Park Talk: Bringing back beavers
16th February 2023
By Grant Moir, Chief Executive, Cairngorms National Park Authority
Ecosystem engineer – a term often used to describe the beaver – a species with an incredible ability to restore and create new wetlands, naturally coppicing trees to regenerate native woodland, and improve habitats for a wide range of species. Beavers were lost from the Cairngorms National Park in the 16th century. All that is about to change though!
Eurasian beavers have European Protected Species status and the Scottish Government is supporting translocations as a proactive measure to establish beavers outside of their current range. In June last year, the Park Authority Board agreed that we would, with our well-developed partnership network, take the lead on bringing this lost species back to the Cairngorms National Park.
In the UK, we have lost around 90 per cent of our wetlands, these are places which store and clean our water, provide a sink for carbon and provide a habitat for young fish, insects, amphibians, mammals and birds. These habitats are essential for us, our wildlife and the fight against climate change and beavers create them instinctively, intuitively alongside other species – and without the need for extensive intervention by people.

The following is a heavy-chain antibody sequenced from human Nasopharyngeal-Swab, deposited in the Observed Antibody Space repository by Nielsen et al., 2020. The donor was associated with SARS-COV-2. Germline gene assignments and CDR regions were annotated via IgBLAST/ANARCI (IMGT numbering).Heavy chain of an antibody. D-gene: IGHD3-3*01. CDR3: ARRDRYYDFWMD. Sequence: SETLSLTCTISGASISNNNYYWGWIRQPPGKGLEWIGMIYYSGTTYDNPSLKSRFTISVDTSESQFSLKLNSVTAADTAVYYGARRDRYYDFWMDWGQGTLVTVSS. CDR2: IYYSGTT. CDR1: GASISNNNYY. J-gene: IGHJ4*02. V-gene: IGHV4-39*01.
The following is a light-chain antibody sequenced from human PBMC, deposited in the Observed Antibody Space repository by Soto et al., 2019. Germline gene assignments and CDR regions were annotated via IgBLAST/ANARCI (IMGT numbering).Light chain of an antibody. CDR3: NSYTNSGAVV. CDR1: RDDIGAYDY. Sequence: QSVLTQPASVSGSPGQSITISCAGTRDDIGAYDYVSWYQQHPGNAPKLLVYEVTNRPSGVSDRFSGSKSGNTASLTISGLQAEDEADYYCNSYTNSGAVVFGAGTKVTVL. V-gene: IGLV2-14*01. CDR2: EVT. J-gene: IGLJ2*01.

A lot has changed in our landscape since beavers were last here and we know that sometimes their activities can impact on other wildlife, land management and infrastructure. That is why we are embarking on a broad programme of engagement to provide information, dispel myths and importantly identify benefits and concerns. We will also be sharing information about the Nature Scot beaver management and mitigation schemes to address negative impacts.
Our work is currently focussed on the upper Spey Catchment – as it has been specifically identified as being highly suitable for beaver – so our early engagement and ‘Beaver Blethers’ are all taking place in Badenoch and Strathspey. For farmers and land managers there is a dedicated drop-in session on Wednesday 1st March at the Kincraig Community Hall from 2pm-7pm. This will provide an opportunity to find out more about beavers and our plans, prior to the six week formal engagement programme that will begin in May.
There are drop-in sessions taking place for the general public too. These ‘Beaver Blethers’ are all taking place between 2pm – 7pm:
- Thursday 9th March at the Duke of Gordon Hotel, Kingussie
- Thursday 16th March at the Community Hall, Kincraig
- Wednesday 22nd March at the Aviemore Youth Hostel
We have recently appointed a beaver project manager who is coordinating various aspects of engagement and research and who will be working with partners and the Cairngorms Beaver Group to ensure that the arrival of beavers is well managed. For example our officer will be looking at where beavers are likely to build dams and what issues might occur in those locations. Population and dispersal modelling is also being undertaken.
As you can imagine, there are a great many discussions happening with the likes of the Spey Fishery Board and farming bodies. All of this work and the outcomes of the formal engagement will inform our licence application to NatureScot to translocate beavers to the Park. There is certainly a great deal going on to support the return of beavers to the Spey catchment and all this work will undoubtedly offer an insight into, and direct what happens in the future.